BOISE – Idaho drivers will pay the most to fill up their tank on Labor Day weekend in seven years, but according to AAA, that won’t prevent most people from getting in one last trip to end the summer.

Today, the average price in the Gem State for a gallon of regular is $3.80, the same as a week ago and a penny less than a month ago.  Meanwhile, the U.S. average currently sits at $3.18, which is four cents more than a week ago and a penny more than a month ago.  Recent price movement in the national average is primarily due to Hurricane Ida, but the impact has been primarily felt in the path of the storm.

“Idaho gas prices have plateaued in recent weeks, and even though they’re much higher than we’d like them to be, there hasn’t been a sudden jump that would make most people change their travel plans,” says AAA Idaho spokesman Matthew Conde.  “Because Memorial Day and Independence Day travel were so strong this year, it’s reasonable to conclude that Labor Day weekend could also be very busy.”

With the short holiday weekend, cooler weather, and school obligations, many Idahoans will travel by car and stay closer to home.  This year, popular destinations include:

  1. McCall and Sun Valley
  2. Utah National Parks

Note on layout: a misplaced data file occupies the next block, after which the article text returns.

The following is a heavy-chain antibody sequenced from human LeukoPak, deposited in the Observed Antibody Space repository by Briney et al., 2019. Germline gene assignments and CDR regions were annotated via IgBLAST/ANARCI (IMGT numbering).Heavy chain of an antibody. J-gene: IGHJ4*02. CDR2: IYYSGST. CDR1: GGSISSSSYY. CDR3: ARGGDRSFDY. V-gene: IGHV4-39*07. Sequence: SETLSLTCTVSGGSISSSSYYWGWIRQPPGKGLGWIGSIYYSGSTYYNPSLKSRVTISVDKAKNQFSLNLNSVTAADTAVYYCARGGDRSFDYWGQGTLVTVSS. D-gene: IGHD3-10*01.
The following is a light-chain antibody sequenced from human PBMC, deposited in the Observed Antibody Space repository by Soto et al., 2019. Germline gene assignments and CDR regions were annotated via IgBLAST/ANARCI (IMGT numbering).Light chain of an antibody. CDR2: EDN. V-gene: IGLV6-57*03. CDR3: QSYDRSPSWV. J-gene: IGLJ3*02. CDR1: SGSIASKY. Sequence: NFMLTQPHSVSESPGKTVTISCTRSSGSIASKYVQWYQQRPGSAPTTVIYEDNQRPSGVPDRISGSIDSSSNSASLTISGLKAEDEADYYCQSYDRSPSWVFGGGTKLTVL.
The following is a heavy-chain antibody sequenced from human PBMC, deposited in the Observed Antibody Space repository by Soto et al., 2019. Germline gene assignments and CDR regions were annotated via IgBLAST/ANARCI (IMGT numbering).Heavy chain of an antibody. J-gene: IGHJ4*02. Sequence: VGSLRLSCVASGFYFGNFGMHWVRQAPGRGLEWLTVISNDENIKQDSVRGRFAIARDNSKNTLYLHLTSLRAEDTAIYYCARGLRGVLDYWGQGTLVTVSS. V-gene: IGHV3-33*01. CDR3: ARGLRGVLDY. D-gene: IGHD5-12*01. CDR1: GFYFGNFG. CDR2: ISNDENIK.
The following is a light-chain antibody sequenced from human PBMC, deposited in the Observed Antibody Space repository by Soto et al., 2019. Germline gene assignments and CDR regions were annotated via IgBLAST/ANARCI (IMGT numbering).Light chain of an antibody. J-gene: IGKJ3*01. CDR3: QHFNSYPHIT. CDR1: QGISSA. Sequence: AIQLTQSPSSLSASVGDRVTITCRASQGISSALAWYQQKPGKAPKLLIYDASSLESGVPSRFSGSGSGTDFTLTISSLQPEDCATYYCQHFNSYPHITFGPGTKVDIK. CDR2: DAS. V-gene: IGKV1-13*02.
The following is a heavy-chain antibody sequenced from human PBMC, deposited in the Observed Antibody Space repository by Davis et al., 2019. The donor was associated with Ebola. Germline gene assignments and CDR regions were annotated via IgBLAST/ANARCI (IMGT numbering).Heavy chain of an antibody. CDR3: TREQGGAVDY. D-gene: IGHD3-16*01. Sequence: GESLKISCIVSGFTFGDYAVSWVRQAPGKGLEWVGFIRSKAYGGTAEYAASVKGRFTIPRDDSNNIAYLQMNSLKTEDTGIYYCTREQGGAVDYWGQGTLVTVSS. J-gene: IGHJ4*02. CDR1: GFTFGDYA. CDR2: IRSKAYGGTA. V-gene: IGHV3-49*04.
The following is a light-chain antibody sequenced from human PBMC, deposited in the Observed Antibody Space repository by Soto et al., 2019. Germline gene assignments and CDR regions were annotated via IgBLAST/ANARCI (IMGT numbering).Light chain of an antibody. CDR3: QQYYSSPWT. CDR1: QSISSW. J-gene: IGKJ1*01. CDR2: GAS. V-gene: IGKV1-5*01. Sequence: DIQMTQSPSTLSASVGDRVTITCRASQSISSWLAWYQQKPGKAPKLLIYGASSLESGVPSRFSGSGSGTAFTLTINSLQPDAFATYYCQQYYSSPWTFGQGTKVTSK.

3. Las Vegas and Reno
  4. The Oregon Coast
  5. Disneyland and Southern California

AAA projects that the busiest times on the roads will be Thursday afternoon, Friday morning, and Monday afternoon.

“Before you hit the road, please check your tire pressure, and pack some extra clothing and blankets, as the weather can cool down quite a bit at night and at higher elevations this time of year,” Conde said.  “If you’re driving early in the morning or late at night, watch for wildlife, and, as always, don’t forget your emergency kit with basic first aid, a flashlight and batteries, and some basic tools.”

Please drive safe and sober

AAA reminds drivers to celebrate Labor Day safely and responsibly.  During the 2019 Labor Day weekend, impaired driving contributed to 451 fatal crashes nationwide, including two here in Idaho.

“It might be tempting to over-indulge, especially given the challenges we’ve faced lately.  But that decision could put people’s lives at risk,” Conde said.  “If you’ve used any kind of impairing substance, it will affect your judgment and reaction time.  Please do the right thing and find another way to get home, such as a designated driver, public transportation, or a ride-hailing app.”

According to the Idaho Transportation Department, there were 86 fatal crashes on Idaho roads involving impaired drivers in 2019, and 79 in 2020, despite a dramatic reduction in the number of cars on the road during the pandemic.  It will take a collective effort to reverse the trend.

“It starts with having a good game plan, and helping others to do the same,” Conde said.  “Never ride with an impaired driver, and if you have a friend who is about to drink and drive, please urge them to make other arrangements.  We’ve been through enough without adding a devastating car crash to the mix.”